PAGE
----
The Knights of St Columba were selling their London club house. The Knights were a Catholic fraternal organisation for men. A KSC brochure from 1971 describes the facilities for members. Many bedrooms, a chapel, rooms for conferences and meetings, a bar

KSC Club 1971 p4-5 - Copy

The brochure is fairly clear that one of the rooms was called the Conder room – presumably because the paintings in it were by Conder.

KSC Club 1971 p6-7 - Copy

That section of wooden paneling in the centre of the picture is what you should be looking at, although it’s impossible to make out much detail.

Why the estate agents were cautious in their assessment is not clear. We are quite sure that Conder did decorate a room for the then owner of the house, a wealthy art collector and patron named Edmund Davis who was born in Australia and made a fortune in mining in southern Africa.

You can see an invitation to a fancy dress ball at the house in my previous post on Conder.  Davis had commissioned the architect F W Marshall to create an arts and crafts house at 11-13 Lansdowne Road in 1896. The house was covered by the Architectural Review in 1914.

Arch Review Vol 35 1914 plate IX - Copy

The rooms are cool and austere in these pictures which look as if they belong to a palace rather than a large Victorian town house.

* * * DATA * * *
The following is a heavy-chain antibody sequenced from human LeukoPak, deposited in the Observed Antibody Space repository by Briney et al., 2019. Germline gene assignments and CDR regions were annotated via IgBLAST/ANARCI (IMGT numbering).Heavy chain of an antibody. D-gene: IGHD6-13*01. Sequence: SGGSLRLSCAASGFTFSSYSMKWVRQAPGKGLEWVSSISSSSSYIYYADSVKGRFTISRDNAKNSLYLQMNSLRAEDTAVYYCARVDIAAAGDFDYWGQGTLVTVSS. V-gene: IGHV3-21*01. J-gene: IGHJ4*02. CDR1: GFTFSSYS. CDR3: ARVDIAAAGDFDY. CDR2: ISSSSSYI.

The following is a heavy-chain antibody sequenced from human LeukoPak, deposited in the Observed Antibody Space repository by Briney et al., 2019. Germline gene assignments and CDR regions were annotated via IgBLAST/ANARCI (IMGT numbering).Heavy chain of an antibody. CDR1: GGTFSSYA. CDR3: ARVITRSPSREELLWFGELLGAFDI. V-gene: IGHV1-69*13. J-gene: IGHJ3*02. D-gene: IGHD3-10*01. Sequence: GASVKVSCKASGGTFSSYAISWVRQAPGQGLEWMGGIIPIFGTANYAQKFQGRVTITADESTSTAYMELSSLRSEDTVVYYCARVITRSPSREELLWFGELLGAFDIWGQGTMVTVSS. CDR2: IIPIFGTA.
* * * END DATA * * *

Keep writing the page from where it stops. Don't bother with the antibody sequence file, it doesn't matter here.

Arch Review Vol 35 1914 p39 - Copy (3)

Even the roof has an exotic look, like a hidden temple.

Arch Review Vol 35 1914 p39 - Copy (2)

Below is the Conder room. You can make out a few more of Conder’s pictures and get a better sense of the size of the space.

Arch Review Vol 35 1914 plate X Conder room

Another angle on the room  matches the picture from the 1971 brochure although the comparison does not favour the later version.

Arch Review Vol 35 1914 p39 - Conder room

This is described as a recess in the Conder room in the 1914 article.

I’ve spent a little while getting us to this point partly because the research was interesting in itself but also because I wanted to ground Conder’s pictures in historical reality. Now we have now reached what I thought of as the substance of this post and we can have a look at several of Conder’s watercolours painted on silk. Fortunately the Studio magazine had published an appreciation of Conder’s paintings in 1905 by Martin Wood. The photographs are monochrome but they still give a strong sense of Conder’s artistic vision

001 p201 - Copy